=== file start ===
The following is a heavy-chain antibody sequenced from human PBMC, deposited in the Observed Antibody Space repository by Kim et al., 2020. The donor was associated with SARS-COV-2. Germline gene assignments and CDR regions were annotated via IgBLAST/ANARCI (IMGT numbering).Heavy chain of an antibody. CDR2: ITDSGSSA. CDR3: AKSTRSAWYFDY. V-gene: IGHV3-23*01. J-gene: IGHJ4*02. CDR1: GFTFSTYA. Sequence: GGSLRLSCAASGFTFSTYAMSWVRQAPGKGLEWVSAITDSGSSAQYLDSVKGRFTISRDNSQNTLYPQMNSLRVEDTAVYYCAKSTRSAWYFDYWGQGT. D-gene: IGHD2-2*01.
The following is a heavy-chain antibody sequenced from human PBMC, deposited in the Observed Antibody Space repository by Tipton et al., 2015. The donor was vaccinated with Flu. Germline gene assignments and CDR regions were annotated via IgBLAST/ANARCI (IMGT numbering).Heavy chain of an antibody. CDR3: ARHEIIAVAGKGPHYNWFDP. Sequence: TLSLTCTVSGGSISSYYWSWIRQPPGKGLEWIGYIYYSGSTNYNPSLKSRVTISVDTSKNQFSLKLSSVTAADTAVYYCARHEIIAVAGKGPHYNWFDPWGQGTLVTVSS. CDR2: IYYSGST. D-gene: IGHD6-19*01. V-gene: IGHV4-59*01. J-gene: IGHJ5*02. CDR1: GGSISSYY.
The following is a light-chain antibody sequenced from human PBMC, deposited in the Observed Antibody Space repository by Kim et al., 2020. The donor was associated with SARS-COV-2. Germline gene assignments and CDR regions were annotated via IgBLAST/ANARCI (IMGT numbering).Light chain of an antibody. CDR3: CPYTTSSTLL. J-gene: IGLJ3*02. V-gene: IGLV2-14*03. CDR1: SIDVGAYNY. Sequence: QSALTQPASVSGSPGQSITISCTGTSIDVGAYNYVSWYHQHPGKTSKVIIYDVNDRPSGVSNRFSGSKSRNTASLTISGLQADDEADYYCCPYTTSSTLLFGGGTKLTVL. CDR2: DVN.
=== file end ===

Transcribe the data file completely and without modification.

The following is a heavy-chain antibody sequenced from human PBMC, deposited in the Observed Antibody Space repository by Kim et al., 2020. The donor was associated with SARS-COV-2. Germline gene assignments and CDR regions were annotated via IgBLAST/ANARCI (IMGT numbering).Heavy chain of an antibody. CDR2: ITDSGSSA. CDR3: AKSTRSAWYFDY. V-gene: IGHV3-23*01. J-gene: IGHJ4*02. CDR1: GFTFSTYA. Sequence: GGSLRLSCAASGFTFSTYAMSWVRQAPGKGLEWVSAITDSGSSAQYLDSVKGRFTISRDNSQNTLYPQMNSLRVEDTAVYYCAKSTRSAWYFDYWGQGT. D-gene: IGHD2-2*01.
The following is a heavy-chain antibody sequenced from human PBMC, deposited in the Observed Antibody Space repository by Tipton et al., 2015. The donor was vaccinated with Flu. Germline gene assignments and CDR regions were annotated via IgBLAST/ANARCI (IMGT numbering).Heavy chain of an antibody. CDR3: ARHEIIAVAGKGPHYNWFDP. Sequence: TLSLTCTVSGGSISSYYWSWIRQPPGKGLEWIGYIYYSGSTNYNPSLKSRVTISVDTSKNQFSLKLSSVTAADTAVYYCARHEIIAVAGKGPHYNWFDPWGQGTLVTVSS. CDR2: IYYSGST. D-gene: IGHD6-19*01. V-gene: IGHV4-59*01. J-gene: IGHJ5*02. CDR1: GGSISSYY.
The following is a light-chain antibody sequenced from human PBMC, deposited in the Observed Antibody Space repository by Kim et al., 2020. The donor was associated with SARS-COV-2. Germline gene assignments and CDR regions were annotated via IgBLAST/ANARCI (IMGT numbering).Light chain of an antibody. CDR3: CPYTTSSTLL. J-gene: IGLJ3*02. V-gene: IGLV2-14*03. CDR1: SIDVGAYNY. Sequence: QSALTQPASVSGSPGQSITISCTGTSIDVGAYNYVSWYHQHPGKTSKVIIYDVNDRPSGVSNRFSGSKSRNTASLTISGLQADDEADYYCCPYTTSSTLLFGGGTKLTVL. CDR2: DVN.